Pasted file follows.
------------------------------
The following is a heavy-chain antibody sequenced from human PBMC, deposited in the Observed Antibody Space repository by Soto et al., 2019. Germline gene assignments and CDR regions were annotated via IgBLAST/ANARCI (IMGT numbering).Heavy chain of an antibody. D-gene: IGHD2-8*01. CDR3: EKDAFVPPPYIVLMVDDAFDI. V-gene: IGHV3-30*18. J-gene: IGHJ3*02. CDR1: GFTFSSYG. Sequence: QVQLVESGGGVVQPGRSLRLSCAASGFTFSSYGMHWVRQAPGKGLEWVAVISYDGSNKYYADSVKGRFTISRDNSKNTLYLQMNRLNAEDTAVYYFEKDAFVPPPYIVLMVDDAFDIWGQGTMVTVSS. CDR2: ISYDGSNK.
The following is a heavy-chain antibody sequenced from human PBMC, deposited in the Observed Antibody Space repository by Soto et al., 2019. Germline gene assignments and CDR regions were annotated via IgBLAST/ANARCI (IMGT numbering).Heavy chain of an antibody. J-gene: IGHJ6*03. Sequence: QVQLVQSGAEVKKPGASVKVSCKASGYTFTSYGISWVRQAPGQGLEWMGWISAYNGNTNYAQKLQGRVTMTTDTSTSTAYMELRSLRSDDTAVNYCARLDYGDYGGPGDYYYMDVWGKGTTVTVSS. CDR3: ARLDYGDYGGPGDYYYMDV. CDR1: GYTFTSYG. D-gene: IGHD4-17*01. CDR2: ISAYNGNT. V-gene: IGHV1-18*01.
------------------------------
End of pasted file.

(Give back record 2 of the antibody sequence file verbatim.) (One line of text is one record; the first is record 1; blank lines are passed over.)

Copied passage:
The following is a heavy-chain antibody sequenced from human PBMC, deposited in the Observed Antibody Space repository by Soto et al., 2019. Germline gene assignments and CDR regions were annotated via IgBLAST/ANARCI (IMGT numbering).Heavy chain of an antibody. J-gene: IGHJ6*03. Sequence: QVQLVQSGAEVKKPGASVKVSCKASGYTFTSYGISWVRQAPGQGLEWMGWISAYNGNTNYAQKLQGRVTMTTDTSTSTAYMELRSLRSDDTAVNYCARLDYGDYGGPGDYYYMDVWGKGTTVTVSS. CDR3: ARLDYGDYGGPGDYYYMDV. CDR1: GYTFTSYG. D-gene: IGHD4-17*01. CDR2: ISAYNGNT. V-gene: IGHV1-18*01.